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Choose 'Make a Copy'. This will protect the original and you can goof around with this one all you like. But first, you need to know a few things about jupyter notebooks.

Jupyter notebook anatomy

Jupyter notebooks have two basic cells:

You can insert a new cell by selecting Insert Cell Below in the drop-down menu:

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Cell types default to 'Code' but you change the cell type to "Markdown" with the box labeled 'Markdown" on the menu bar. Click on the little downward arrow to change this cell to Code. Be sure to change it back!

You "execute" a cell (either typeset or run the code) by clicking on the run key (sideways triangle with vertical line) or select Run Cells under the Cell drop-down menu.

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In a code block, you can only type valid python statements EXCEPT after a pound sign (#) - everything after that will be ignored.
That is how you write "comments" in your code to remind yourself or tell others what you were thinking:

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# I can type anything here
but not here
  File "<ipython-input-7-bee698e92c8a>", line 2
    but not here
SyntaxError: invalid syntax

That was an example of a bug which oculd be fixed by commenting out the second line, or making it a valid statement:

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# I can type anything here
# but not here
print ("but not here")
but not here

Practice Problems

Now open the notebook called Lecture_01_Practice_Problems. To open it, click on "File" and select "Open", then if file called Lecture_01_Practice_Problems.ipynb is visible, just click on it. But you are using the datahub or github versions of the class (most of you), all the Practice Problems are in a folder called "Practice_Problems". Click on that icon, then open the Lecture_01_Practice_Problems notebook.

Complete the first three tasks. Then come back to this notebook.

Congratulations! You just wrote your first Python program.

Basic operating system commands

Now we will discuss file systems, paths, and the command line. Why? Because whenever you import an image, document, or spreadsheet into the Jupyter notebook you have to tell Jupyter where in the computer the file is located. Moreover, there are many command line functions that come in handy. For example, you can look at the first few lines of a file before you import it into the notebook. You could also write all of your programs in a text editor and run those programs from the command line. You could then run your programs from anywhere on your computer instead of a jupyter notebook. We will do that in Lecture 23, for example.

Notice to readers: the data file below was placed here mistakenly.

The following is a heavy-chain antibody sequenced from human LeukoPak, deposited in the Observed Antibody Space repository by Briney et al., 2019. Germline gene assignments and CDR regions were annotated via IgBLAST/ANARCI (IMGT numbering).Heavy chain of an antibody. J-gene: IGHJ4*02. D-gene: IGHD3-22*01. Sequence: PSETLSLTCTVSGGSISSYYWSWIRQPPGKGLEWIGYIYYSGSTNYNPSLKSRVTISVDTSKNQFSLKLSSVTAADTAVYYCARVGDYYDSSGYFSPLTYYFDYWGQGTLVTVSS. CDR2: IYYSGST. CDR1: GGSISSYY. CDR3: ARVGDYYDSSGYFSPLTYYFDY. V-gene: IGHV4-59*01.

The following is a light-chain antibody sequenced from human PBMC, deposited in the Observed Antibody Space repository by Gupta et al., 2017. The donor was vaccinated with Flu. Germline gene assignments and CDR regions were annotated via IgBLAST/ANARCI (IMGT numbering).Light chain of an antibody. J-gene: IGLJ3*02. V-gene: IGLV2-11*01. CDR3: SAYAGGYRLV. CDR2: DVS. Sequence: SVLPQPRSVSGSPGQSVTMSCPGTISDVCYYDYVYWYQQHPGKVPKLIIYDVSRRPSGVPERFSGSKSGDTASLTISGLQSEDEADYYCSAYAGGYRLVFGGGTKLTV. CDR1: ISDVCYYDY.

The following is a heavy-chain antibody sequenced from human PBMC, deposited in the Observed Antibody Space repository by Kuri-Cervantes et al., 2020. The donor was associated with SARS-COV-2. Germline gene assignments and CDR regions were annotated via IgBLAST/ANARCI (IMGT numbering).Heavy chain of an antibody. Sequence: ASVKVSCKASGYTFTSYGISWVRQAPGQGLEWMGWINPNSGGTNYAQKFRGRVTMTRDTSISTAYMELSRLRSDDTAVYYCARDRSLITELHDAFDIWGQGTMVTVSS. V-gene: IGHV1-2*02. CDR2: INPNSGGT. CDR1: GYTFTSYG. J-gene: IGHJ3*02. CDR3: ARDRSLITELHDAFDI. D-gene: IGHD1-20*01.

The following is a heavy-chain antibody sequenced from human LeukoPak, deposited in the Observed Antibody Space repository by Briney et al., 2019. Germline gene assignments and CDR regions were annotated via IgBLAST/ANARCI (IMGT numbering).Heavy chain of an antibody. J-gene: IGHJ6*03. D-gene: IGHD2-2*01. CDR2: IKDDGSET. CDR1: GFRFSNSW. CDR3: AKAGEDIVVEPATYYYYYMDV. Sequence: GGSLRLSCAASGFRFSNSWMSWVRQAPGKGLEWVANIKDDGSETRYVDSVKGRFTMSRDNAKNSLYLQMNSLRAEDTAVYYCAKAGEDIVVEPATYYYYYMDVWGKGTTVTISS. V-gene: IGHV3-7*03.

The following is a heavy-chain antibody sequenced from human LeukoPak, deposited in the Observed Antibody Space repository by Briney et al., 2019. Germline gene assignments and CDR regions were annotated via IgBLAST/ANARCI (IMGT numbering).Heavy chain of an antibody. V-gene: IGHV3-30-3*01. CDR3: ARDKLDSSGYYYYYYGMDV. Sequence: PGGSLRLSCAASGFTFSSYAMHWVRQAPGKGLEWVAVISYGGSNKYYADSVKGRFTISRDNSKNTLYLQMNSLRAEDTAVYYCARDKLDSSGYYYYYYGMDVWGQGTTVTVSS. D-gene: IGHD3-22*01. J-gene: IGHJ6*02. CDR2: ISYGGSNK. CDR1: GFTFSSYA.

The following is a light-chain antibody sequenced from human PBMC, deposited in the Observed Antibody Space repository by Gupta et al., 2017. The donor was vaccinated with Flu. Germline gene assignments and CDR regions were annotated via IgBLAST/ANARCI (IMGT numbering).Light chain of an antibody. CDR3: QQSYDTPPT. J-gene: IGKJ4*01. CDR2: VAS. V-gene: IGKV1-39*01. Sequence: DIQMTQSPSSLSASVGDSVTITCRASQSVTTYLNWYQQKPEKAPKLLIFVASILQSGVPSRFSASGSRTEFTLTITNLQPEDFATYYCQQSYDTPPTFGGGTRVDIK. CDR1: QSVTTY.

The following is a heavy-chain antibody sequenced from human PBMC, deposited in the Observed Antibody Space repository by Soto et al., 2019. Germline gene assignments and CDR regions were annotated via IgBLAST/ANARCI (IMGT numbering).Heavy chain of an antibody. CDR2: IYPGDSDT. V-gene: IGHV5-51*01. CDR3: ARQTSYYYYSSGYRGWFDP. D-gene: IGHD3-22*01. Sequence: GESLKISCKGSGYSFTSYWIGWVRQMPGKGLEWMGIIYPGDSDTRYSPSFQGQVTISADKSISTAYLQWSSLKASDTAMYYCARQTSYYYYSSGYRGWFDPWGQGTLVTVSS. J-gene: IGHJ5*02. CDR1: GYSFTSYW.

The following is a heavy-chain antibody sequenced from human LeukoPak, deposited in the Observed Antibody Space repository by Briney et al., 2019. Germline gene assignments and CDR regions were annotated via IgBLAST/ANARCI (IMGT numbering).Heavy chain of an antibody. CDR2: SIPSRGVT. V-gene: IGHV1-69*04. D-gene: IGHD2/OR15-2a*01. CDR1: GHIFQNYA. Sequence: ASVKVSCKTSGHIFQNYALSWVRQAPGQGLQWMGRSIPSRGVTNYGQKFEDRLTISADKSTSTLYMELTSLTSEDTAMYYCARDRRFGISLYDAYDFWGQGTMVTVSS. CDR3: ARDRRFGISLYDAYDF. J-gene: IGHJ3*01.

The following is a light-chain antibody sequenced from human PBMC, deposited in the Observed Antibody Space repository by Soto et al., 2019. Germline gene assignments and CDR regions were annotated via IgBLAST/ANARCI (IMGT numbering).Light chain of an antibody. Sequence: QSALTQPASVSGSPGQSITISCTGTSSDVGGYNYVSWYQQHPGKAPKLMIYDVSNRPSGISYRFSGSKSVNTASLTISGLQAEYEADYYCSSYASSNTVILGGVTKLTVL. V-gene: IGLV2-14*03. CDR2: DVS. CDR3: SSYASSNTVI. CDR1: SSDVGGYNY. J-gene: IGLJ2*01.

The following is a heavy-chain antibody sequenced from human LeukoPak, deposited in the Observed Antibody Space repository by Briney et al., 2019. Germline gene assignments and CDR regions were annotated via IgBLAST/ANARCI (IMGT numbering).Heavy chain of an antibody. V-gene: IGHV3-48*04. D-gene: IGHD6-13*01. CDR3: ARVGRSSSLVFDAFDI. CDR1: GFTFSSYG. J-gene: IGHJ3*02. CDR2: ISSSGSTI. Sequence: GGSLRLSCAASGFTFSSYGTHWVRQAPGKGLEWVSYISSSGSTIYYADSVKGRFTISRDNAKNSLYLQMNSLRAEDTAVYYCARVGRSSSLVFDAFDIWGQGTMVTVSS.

File systems

The organization of computers is based on a file system. The file system is hierarchical, so at the top you'll find the root directory or for Mac and PC users, a folder. The root directory contains files and other folders which may also contain files and folders and etc. This continues, resulting in a tree of files and folders that make up the file system. The following figure is an example of a computer's file system:

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You are probably familiar with the images like that to the left. The text to the right shows the exact same thing - but from your computer's viewpoint. Both the image to the left and the text to the right show you how to access the folder "Desktop". On the left, you access the folder "Desktop" by clicking on 'icons' that represent different folders and sub-folders until you arrive at "Desktop". Later in this lecture, we'll show you how to access the same folder using its path (the text to the right).

Survival operating system commands

Macs and PCs both have functions that can be called from a command line, such as listing the contents of a folder or file, creating new folders, changing permissions on files or folders, combining the contents of files, moving files and folders around, and so on. These commands are directed to the operating system instead of the Python interpreter. To make these actions independent of your particular operating system, python has a built-in tool kit called "os" for operating system. We imported this in the first cell and will now figure out how to use this.

Let's learn our first operating system command, which lists the contents of a directory, os.listdir(). This returns a list (not in any particular order) of all the things in the directory containing this notebook:

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You can ignore anything with a '.' in front of it (.DS_Store and .ipynb_checkpoints in this example.)

Another useful command is os.mkdir() which creates a new directory. Please note that directory means the same thing as folder. It is just that in a graphical operating system with icons, the term folder makes sense. They look like folders. Whereas to the operating system, they are traditionally referred to as directories. Never mind!

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To see if that worked, list the contents again:

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And sure enough, there it is. The command os.rmdir() deletes a directory

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Make sure it was removed:

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Yup. It's gone.

Another handy thing is to view the contents of a file. To do this in python, we use the command open( ).readlines( ). This will spit the contents out for your viewing pleasure.

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['Hi there students! Thanks for joining this class!\n']
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output=open('newfile.txt','w') # open a file for writing
output.write(contents) # write the contents
output.close() # close the file